In FIG. 13, reference numeral 708 is a sensor module and, more specifically, is a wireless detection module, such as an earlobe clamp-type module like the one shown in FIG. 12 or a bracelet-type or bellyband-type module. Reference numeral 702 is a sample, 706 is the optically active substance concentration detecting element of the present invention, and 704 is a built-in clock which is synchronized to the clock incorporated in the main portable apparatus 712. Reference numeral 714 is a short-range communication link that uses weak radio waves or low-frequency magnetic waves lower than 10 kHz. Reference numeral 716 is a short-range receiver incorporated in the main portable sensing apparatus, and 718 is a main processing unit which includes a signal analyzer/processor and a wireless transmission/reception interfacing unit for interfacing with the public wireless telephone network. Reference numeral 728 is the public wireless telephone network, and 724 is a hospital system equipped with a patient tracking management/diagnosis function. The hospital system is also equipped with a hospital wireless base station function that uses the public wireless telephone network, so that the system can be linked to a large number of portable test apparatuses and can provide services when accessed by patients or monitor and manage contracted patients' conditions by tracking the patients. The communication base station function can be entrusted to a telephone company. Information is transmitted via the communication link 728 by establishing a bidirectional link between the portable apparatus and a cellular transmitter/receiver, and the patient's data is stored in an archive 726 provided in a medical diagnostic unit 720. As can be seen from the medical care system divided in the three sections as described above, biosensing is not limited to localized symptomatic therapy, but can be linked with an information analysis/comparison diagnostic system to provide additional benefits. It is also possible to achieve a mechanism that does not impose excessive functional or energy loads to the sensing module. The concentration detection system of the present invention that does not use any moving parts allows an extremely small and low-power construction, and is suited for application to a wearable wireless concentration detection apparatus or an implantable blood sugar concentration detection apparatus. The measurement is made intermittently, or by controlling the measurement period, to reduce average power consumption.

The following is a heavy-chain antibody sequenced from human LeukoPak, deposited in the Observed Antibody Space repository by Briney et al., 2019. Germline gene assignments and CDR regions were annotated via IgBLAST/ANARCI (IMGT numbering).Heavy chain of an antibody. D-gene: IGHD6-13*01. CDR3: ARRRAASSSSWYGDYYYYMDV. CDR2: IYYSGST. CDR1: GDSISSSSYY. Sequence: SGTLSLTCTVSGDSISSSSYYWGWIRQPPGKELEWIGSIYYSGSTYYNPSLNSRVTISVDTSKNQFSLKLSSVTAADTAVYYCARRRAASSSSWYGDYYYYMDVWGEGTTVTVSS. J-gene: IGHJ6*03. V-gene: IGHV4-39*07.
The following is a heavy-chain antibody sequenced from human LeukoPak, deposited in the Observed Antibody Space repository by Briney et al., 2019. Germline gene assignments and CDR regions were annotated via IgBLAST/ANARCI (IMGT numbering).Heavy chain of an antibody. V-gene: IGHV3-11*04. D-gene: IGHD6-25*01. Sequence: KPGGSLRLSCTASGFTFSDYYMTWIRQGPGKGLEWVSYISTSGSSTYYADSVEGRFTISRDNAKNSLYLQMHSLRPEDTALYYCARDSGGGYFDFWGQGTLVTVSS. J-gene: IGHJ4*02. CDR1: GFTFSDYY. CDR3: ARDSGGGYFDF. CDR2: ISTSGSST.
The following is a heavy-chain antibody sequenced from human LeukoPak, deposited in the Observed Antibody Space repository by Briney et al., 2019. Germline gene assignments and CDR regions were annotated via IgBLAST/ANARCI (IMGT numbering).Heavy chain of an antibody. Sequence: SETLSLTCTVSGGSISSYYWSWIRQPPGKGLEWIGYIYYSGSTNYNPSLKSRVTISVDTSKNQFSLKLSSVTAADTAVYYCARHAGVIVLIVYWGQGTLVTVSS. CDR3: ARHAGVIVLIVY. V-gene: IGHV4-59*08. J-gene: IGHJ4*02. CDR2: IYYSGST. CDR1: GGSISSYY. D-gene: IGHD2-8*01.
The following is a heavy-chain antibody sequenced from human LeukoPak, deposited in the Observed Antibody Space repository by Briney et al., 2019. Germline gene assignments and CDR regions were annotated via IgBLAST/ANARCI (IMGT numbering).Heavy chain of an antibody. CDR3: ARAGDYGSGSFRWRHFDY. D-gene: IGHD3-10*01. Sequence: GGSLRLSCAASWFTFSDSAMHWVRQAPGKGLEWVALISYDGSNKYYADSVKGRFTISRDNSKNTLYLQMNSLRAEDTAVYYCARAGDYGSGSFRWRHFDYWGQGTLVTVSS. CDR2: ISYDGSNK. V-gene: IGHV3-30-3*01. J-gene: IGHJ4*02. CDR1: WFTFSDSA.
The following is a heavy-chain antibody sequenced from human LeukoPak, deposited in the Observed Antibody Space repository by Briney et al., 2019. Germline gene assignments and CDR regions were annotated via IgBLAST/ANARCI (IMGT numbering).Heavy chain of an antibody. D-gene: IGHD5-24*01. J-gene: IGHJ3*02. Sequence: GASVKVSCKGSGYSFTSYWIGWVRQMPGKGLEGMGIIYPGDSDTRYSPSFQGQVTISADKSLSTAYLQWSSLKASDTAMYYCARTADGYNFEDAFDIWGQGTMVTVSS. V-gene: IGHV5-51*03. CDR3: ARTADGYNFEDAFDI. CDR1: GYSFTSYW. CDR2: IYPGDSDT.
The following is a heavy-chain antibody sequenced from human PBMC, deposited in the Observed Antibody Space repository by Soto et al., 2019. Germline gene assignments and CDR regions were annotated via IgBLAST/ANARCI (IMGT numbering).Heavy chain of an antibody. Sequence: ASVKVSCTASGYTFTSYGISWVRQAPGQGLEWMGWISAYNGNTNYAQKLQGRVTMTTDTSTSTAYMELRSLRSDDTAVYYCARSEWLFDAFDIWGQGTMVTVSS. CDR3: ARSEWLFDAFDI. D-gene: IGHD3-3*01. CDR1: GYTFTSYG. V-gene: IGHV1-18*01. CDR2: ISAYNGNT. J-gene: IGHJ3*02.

• [0086]
    In FIG. 14 shows an example of the system configuration when the sugar concentration detection apparatus of the invention is implanted in a human body. In FIG. 14, one configuration example of the implantable blood sugar concentration detection apparatus is shown. Reference numeral 802 is a sample, 808 is the detection apparatus, 806 is a sensor element, 804 is a built-in clock, 822 is a secondary battery, and 824 is a charge coil. These, together with a transmitter 826 including an antenna, constitute an implantable sensor apparatus 850 to be implanted in the human body.
  • [0087]